A lemon cake was perfect – not only for the season (it finally feels like summer is around the corner!), but I was hoping for a simple recipe this week. It’s an especially busy time at work, and my mom was here for a fun visit to celebrate my aunt’s birthday. I could easily fit this cake into a Sunday afternoon.
Yotam introduces this on page 111 as something reminiscent of his childhood in Jerusalem, where there are many different types of syrup cakes. I was to expect a “smack of citrus” from this version. I had a conversation with a friend recently, who mentioned that he didn’t understand why people travel for food. WHAT? I didn’t say anything at the time, but I am absolutely one of those people. In my opinion, it’s all part of experiencing a new place, and discovering new flavours and ingredients. Yotam’s remark caused me to dream up future food adventures.
Before baking, I turned on a Motown essentials playlist inspired by the musical I recently saw with my mom, sister, and aunt. It turns out that the legendary hits of Marvin Gaye, Diana Ross, and The Jackson 5 are excellent baking songs.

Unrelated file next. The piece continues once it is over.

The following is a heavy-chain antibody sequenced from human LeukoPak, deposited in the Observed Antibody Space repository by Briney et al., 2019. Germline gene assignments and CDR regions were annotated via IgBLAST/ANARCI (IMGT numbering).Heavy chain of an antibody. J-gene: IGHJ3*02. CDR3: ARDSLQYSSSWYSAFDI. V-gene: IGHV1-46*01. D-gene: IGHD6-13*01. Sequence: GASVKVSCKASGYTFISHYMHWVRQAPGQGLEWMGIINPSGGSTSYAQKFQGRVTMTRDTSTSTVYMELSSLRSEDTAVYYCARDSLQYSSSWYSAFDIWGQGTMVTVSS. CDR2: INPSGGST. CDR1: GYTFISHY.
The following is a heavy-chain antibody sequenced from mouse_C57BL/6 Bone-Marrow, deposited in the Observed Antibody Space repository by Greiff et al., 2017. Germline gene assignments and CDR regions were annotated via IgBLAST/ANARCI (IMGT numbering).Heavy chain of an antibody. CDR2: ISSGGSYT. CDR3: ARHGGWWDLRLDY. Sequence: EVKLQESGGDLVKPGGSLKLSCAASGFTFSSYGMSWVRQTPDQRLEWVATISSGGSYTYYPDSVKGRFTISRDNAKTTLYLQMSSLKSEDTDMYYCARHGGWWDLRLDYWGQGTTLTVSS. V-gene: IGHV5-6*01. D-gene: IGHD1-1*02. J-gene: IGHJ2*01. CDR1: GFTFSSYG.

After creaming together the butter, lemon zest, and sugar, I tossed in the almond flour and beat the mixture until smooth. This dry ingredient was added before the eggs, which I thought was strange. Earlier in the day, I went to my handy Italian market to pick up some quality semolina flour. I’m lucky to have this nearby, because it doesn’t seem that many grocery stores carry this ingredient. Now I’m tempted to try handmade pasta!
I added the remaining dry ingredients followed by the fresh juice of 1 lemon. There was a bit more juice than what the recipe called for, but I love lemon (who doesn’t?) and didn’t want any to go to waste. I scooped the mixture into large parchment cups in a muffin tin, and topped the batter with thin slices of lemon. It’s a bit difficult to cut even slices, and I highly recommend a sharp knife.
Once the cakes were in the oven, I squeezed yet another lemon, and put the sugar and juice over the stove to make the syrup. I don’t think it’s possible to fit any more lemon into these cakes. They would surely explode or something.
Immediately after removing the baked cakes from the oven, I drizzled a heaping spoonful of the syrup over each one. They smelled very lemon-y and delicious.
I tried biting into the cake with the lemon slice, but I should’ve known better. The burst of citrus was welcome, but the pulp and rind were not. I’ve always had an aversion to certain textures. Once the slice was removed, I could properly enjoy the lovely yellow cake. The syrup added mouthwatering zing to the soft, spongy cake. I need to make these again for my lemon-loving friends. Yum!